The Definitive Ranking of Twin Peaks Rip-Offs, Part 2: Pasadena

Like all rational people we here at The Flyover believe Twin Peaks to the single greatest work of art in the history of mankind, not least of which because David Lynch and Mark Frost’s surreal small town murder mystery (due for a Showtime revival in 2016) is set in a vibrant and distinct locale that is not New York or Los Angeles. The series’ influence is apparent in virtually every great show oft-referenced in “Golden Age of Television” think pieces littering the internet, but plenty of others have written about that already. What we’re concerned about here is a sincerer indicator of canonization: imitation. In this series of posts we’ll be examining the many Twin Peaks rip-offs, across all media, that appeared in the groundbreaking show’s wake, eventually to be compiled into one definitive ranking.

Please note that the term “rip-off” is used (for the most part) affectionately, so don’t get your panties (or cherry stem) in a twist. Make your own suggestions or tell us how wrong or right you think we are in the comments if you feel like it.


PASADENA (FOX TV series, 2001)

This forgotten primetime soap that aired only a few episodes on FOX in 2001 is Twin Peaks transplanted to L.A.’s chi-chi inner suburb. It mutes Twin Peaks’ overtly surrealistic touches, focusing instead the conspiracy elements, centering on the investigation of one rich and connected family’s seamy influence on the titular city and the lengths they will go to to keep the sordid doings of the past covered up. Pasadena’s Horne family analogue is the Greeleys, whose power and riches are built on a vast and long-lived publishing empire. A death—not a murder, but the suicide of a stranger who claims to know something of the Greeleys’ sordid past—compels teenage Lily (Allison Lohman) to investigate her increasingly unhinged and nefarious-seeming mother. As in Twin Peaks, one of the irresistible storytelling hooks is that it’s the innocent teenagers—who command the least authority—with the staunchest sense of integrity who root out the truth while the adults conspire against them.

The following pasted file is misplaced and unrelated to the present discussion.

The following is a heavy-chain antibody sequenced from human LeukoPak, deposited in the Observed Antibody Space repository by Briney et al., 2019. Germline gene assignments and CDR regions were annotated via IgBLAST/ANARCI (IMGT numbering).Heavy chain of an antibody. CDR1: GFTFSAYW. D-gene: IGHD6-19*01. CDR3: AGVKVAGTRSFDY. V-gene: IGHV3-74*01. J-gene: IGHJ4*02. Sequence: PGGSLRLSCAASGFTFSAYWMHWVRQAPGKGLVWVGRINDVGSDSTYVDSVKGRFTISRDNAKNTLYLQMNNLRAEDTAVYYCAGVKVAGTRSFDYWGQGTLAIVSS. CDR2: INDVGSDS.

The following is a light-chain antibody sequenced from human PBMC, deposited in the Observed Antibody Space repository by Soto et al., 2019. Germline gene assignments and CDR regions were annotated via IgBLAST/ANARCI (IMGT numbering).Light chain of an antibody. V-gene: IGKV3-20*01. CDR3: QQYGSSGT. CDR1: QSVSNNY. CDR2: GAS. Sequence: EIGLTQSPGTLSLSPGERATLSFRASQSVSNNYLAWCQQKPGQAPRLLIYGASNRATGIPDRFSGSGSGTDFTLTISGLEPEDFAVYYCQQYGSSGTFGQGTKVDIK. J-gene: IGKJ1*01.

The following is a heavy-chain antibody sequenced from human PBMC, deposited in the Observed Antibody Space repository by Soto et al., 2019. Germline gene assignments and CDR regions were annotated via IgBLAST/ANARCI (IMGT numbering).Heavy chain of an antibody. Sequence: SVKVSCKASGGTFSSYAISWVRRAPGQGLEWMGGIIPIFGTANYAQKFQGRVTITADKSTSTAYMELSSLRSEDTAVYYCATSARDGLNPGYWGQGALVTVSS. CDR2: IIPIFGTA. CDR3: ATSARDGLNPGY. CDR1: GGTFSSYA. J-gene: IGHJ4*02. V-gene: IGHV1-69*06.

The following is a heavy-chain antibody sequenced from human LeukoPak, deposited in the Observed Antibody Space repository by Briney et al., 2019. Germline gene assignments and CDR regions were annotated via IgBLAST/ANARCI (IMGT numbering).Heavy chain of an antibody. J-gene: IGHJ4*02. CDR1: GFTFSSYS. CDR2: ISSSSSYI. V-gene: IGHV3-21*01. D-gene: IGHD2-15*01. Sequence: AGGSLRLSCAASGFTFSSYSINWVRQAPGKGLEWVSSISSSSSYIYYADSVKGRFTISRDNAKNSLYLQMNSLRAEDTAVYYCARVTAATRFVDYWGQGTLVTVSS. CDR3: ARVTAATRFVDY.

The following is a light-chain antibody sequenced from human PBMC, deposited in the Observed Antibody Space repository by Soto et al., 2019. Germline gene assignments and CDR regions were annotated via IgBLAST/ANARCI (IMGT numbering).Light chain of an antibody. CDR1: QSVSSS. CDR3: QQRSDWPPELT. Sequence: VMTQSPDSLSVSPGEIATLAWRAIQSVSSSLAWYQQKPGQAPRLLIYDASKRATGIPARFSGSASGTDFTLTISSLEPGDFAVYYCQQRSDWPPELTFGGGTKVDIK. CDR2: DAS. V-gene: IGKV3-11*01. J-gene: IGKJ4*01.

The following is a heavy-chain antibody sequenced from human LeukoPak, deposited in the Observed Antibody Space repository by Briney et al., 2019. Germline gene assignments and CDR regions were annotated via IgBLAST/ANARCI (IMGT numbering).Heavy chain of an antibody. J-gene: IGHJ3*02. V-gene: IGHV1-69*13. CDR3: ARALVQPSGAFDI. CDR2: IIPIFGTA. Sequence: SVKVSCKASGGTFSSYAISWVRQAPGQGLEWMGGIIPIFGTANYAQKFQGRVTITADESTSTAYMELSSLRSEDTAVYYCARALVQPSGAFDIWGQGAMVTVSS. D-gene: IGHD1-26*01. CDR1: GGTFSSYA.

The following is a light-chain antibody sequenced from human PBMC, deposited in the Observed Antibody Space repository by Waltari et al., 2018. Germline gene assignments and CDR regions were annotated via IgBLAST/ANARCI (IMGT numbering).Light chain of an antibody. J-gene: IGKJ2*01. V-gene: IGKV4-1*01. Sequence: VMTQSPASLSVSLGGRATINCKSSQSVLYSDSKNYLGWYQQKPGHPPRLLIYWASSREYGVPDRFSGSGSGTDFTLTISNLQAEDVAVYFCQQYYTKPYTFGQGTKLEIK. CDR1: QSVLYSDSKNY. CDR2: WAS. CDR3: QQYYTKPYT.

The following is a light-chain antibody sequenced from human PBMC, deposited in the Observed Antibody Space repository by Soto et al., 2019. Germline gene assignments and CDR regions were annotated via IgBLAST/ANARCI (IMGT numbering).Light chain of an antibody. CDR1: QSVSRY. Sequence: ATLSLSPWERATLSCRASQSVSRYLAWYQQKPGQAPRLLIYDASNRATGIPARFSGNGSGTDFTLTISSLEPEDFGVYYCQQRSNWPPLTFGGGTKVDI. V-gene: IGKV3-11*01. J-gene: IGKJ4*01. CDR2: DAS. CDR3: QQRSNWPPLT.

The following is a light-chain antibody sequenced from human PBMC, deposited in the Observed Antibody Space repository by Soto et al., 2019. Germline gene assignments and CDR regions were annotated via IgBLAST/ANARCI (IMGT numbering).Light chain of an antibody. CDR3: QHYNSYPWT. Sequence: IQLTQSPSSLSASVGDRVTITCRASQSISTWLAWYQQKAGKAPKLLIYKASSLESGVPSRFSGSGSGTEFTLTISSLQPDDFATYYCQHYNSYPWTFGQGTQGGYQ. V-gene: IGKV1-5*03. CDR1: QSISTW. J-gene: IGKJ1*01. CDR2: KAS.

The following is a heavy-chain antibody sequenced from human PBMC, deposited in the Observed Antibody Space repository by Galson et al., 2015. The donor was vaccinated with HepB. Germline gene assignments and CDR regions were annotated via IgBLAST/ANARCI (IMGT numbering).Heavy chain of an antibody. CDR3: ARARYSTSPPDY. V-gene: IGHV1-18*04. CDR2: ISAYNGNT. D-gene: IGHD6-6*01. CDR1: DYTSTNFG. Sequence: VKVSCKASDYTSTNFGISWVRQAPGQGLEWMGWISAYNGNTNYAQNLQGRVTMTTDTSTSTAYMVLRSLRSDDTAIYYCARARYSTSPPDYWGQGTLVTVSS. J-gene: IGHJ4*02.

The show should have been a career high for Dana Delaney (as Lily’s mother, Catherine), who would later turn down Marcia Cross’s role in Desperate Housewives because the character was too similar to what she’d already done on Pasadena. It also has more provocative observations about wealth and class than you’d expect from a soapy FOX series, observations that creator Mike White would bring to a very different but equally great show, HBO’s Enlightened. By the time they filmed the 13th and final episode, White knew the series would be canceled and took the opportunity to provide a finale that provides closure to the series’ central mystery but that is nearly as haunting as Peaks’ “How’s Annie?” coda in its unabashed cynicism.

 “Why didn’t they just take one of the fucking bones?!?!” This is something my wife and I yell at the screen and each other whenever a character in a TV show or movie fails to perform a simple and effortless action that, if it had been performed, would have easily and neatly averted catastrophe and conflict. It’s a reference to a midseason development in which Lily and her friend Henry discover but don’t bother to take a single piece of irrefutable evidence of the Greeleys’ wrongdoings before Catherine and her family dispose of it.

Propulsively plotted, Pasadena would be an ideal stream or DVD set for today’s binge and marathon culture, but it remains sadly (officially) unreleased.  It is a great lost uncanonized TV should-be classic. We at The Flyover, however, have docked it one point on account of it being set in Los Angeles County.



Luke Geddes

Luke Geddes